Garett the Gracious
By Bryan Caplan
I’ve known Mormons all my life. I was in a Mormon Cub Scout troop because my best friend was Mormon. One of my best friends in grad school was a Mormon, too. But in 35 years, I’d never (knowingly) met a Mormon apostate. Until now. It turns out that new GMU hire Garett Jones is an ex-Mormon, or to use his preferred term, a “post-Mormon.” It’s a fascinating story:
A post-Mormon is like someone who gets a divorce, but is still on (somewhat) friendly terms with the ex. You’re fairly glad you’ve had the experience, but you really don’t feel like getting back on the same ride again.
What precipitated his transformation?…I was a eventually a missionary too, but I decided after about four months out that I didn’t believe in it. My reasons had a lot to do with the epistemology behind the concept of testimony, and it took me a long time to take care of all the intellectual loose ends. Basically, my problem was that I kept having “spiritual experiences” toward obviously non-Mormon ideas. The irony is that most of the non-Mormon stuff I read had been assigned in BYU classes. Eventually, I figured out that spiritual experiences were a completely inaccurate way of determining truth, and so I left my mission.
The striking thing about Garett’s story is how is exemplifies all the best cultural traits I’ve long observed in Mormons: Pleasant, generous, and above all, gracious:
Any intellectual or historical problem that existed for Mormonism seemed to apply at least as strongly against Christianity or Judaism. This made Mormonism look less like the mere fraud that its opponents often claimed it was, and more like an authentic religious tradition. The LDS faith might turn out to be false, but it ranked no lower in intellectual respectability than the other monotheistic faiths.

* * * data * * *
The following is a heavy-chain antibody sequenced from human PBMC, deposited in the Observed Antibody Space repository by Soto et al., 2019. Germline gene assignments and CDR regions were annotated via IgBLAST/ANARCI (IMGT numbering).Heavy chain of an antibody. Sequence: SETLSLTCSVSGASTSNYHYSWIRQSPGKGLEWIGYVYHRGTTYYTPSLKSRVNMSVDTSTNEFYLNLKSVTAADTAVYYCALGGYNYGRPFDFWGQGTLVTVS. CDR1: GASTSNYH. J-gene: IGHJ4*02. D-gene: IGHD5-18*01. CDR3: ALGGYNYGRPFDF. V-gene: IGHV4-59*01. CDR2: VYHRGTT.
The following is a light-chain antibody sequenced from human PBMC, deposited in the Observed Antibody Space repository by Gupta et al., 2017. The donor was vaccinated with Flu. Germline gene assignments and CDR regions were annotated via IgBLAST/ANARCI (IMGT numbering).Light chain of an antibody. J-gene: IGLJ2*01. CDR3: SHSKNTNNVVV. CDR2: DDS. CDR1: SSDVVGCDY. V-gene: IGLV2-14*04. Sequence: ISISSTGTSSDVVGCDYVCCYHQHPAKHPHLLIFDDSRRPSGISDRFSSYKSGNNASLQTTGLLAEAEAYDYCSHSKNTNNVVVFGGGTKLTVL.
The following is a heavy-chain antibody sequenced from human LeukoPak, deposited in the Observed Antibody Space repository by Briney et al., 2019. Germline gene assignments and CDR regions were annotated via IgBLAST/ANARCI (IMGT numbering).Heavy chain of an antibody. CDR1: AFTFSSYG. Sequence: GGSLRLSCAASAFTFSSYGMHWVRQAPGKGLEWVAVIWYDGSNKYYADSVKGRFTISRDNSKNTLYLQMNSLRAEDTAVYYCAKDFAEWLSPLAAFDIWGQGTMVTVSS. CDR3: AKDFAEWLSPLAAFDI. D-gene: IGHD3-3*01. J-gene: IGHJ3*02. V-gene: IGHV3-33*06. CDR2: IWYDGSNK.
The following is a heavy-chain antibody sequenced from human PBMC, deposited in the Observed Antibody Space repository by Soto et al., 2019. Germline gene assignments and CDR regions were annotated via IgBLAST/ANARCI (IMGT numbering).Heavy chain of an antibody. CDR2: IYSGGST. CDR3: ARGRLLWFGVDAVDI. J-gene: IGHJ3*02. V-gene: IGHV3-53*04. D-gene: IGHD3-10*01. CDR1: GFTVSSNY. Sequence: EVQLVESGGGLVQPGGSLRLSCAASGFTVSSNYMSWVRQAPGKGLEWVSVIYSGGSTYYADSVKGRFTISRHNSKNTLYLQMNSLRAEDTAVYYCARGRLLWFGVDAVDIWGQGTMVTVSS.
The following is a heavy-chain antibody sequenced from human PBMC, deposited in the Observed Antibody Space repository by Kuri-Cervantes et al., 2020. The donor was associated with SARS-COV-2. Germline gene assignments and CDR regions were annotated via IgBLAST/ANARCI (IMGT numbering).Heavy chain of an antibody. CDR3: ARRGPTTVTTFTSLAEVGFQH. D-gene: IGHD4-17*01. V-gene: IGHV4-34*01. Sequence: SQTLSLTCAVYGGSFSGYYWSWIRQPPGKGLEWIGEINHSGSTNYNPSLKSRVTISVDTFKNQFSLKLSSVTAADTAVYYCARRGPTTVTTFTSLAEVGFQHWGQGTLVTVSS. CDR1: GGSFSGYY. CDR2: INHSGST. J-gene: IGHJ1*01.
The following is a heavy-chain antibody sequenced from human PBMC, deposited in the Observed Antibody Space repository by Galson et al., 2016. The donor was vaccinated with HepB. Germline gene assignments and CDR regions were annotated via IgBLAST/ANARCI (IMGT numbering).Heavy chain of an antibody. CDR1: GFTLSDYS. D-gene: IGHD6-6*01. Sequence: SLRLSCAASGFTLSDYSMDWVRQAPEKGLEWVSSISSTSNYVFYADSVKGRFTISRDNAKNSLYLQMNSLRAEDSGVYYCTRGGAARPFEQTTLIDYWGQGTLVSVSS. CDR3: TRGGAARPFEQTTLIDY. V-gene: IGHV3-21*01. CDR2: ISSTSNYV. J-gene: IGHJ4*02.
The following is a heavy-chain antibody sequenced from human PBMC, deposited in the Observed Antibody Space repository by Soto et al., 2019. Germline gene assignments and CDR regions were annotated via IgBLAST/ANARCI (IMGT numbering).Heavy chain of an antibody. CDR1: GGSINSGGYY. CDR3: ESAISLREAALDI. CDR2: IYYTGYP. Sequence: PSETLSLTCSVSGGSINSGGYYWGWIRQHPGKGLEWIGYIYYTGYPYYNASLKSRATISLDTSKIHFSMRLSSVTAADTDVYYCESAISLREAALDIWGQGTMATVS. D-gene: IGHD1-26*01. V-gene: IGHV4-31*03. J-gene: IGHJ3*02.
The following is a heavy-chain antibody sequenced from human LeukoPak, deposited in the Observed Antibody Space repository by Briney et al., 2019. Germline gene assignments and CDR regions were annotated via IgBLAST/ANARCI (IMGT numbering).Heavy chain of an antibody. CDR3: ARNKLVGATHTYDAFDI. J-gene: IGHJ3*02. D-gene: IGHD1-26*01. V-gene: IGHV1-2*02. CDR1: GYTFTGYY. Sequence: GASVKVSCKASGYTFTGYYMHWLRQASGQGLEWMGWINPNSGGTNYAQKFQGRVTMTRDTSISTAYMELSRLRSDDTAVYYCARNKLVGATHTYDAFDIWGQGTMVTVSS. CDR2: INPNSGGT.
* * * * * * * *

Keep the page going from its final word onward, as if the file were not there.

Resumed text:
But here’s the part the really makes me wonder: What would Larry Iannaccone say about this?
[D]espite the desire of many post-Mormons to believe that they were brainwashed in an especially thorough manner, I don’t think that the bad reasoning used by many Mormons is any more egregious than the bad reasoning used by atheists or Republicans or feminists or whoever. Bad reasoning on critical issues — and the reinforcement of bad reasoning by peer groups — is a common human trait. I was never convinced, and am still unconvinced, that a religion is false solely because it has stupid people defending it. Some people are addicted to Mormonism, and others are addicted to reruns of “Welcome Back Kotter.” But people give up both of them all the time. And remember, fewer than 50 percent of Mormons are active in the Church at any given time, so it can’t be all that oppressive.
I would agree, though, that the Missionary Training Center fits a lot of the standard criteria for brainwashing and “cult”-type practices. In the MTC, free thought and free debate are strongly condemned, and contact with outsiders is strictly regulated. These are all traits common to so-called “cults.” Of course, since you know what the rules are before you go there, you should decide before you become a missionary whether or not you believe in the Church. Sure, it’s a big decision for a 19-year-old, but life is all about big decisions. This is just another one of them.